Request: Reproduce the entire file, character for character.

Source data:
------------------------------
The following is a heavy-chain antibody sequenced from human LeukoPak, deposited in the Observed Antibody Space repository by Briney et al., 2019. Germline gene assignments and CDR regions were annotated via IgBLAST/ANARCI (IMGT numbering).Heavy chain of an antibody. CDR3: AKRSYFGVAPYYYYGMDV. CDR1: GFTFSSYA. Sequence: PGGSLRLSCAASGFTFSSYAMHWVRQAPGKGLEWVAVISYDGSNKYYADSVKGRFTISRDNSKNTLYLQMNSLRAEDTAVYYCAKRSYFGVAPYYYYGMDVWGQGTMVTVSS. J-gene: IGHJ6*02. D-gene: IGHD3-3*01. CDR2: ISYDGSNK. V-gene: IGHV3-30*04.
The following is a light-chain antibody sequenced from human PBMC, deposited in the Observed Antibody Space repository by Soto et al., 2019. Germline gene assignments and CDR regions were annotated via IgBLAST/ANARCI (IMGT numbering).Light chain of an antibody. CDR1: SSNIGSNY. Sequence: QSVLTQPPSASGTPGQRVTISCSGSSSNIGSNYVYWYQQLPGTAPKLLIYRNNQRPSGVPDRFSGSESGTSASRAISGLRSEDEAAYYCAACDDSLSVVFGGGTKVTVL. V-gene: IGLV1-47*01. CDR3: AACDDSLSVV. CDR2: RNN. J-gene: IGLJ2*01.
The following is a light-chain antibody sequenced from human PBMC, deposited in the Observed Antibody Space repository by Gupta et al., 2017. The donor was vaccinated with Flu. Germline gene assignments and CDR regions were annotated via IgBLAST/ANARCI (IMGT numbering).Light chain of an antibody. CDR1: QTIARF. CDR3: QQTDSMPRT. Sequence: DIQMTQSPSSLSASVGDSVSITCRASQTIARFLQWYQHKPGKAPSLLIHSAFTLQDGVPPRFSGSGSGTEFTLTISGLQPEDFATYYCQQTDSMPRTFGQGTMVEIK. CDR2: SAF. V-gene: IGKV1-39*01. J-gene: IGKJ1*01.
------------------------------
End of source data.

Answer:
The following is a heavy-chain antibody sequenced from human LeukoPak, deposited in the Observed Antibody Space repository by Briney et al., 2019. Germline gene assignments and CDR regions were annotated via IgBLAST/ANARCI (IMGT numbering).Heavy chain of an antibody. CDR3: AKRSYFGVAPYYYYGMDV. CDR1: GFTFSSYA. Sequence: PGGSLRLSCAASGFTFSSYAMHWVRQAPGKGLEWVAVISYDGSNKYYADSVKGRFTISRDNSKNTLYLQMNSLRAEDTAVYYCAKRSYFGVAPYYYYGMDVWGQGTMVTVSS. J-gene: IGHJ6*02. D-gene: IGHD3-3*01. CDR2: ISYDGSNK. V-gene: IGHV3-30*04.
The following is a light-chain antibody sequenced from human PBMC, deposited in the Observed Antibody Space repository by Soto et al., 2019. Germline gene assignments and CDR regions were annotated via IgBLAST/ANARCI (IMGT numbering).Light chain of an antibody. CDR1: SSNIGSNY. Sequence: QSVLTQPPSASGTPGQRVTISCSGSSSNIGSNYVYWYQQLPGTAPKLLIYRNNQRPSGVPDRFSGSESGTSASRAISGLRSEDEAAYYCAACDDSLSVVFGGGTKVTVL. V-gene: IGLV1-47*01. CDR3: AACDDSLSVV. CDR2: RNN. J-gene: IGLJ2*01.
The following is a light-chain antibody sequenced from human PBMC, deposited in the Observed Antibody Space repository by Gupta et al., 2017. The donor was vaccinated with Flu. Germline gene assignments and CDR regions were annotated via IgBLAST/ANARCI (IMGT numbering).Light chain of an antibody. CDR1: QTIARF. CDR3: QQTDSMPRT. Sequence: DIQMTQSPSSLSASVGDSVSITCRASQTIARFLQWYQHKPGKAPSLLIHSAFTLQDGVPPRFSGSGSGTEFTLTISGLQPEDFATYYCQQTDSMPRTFGQGTMVEIK. CDR2: SAF. V-gene: IGKV1-39*01. J-gene: IGKJ1*01.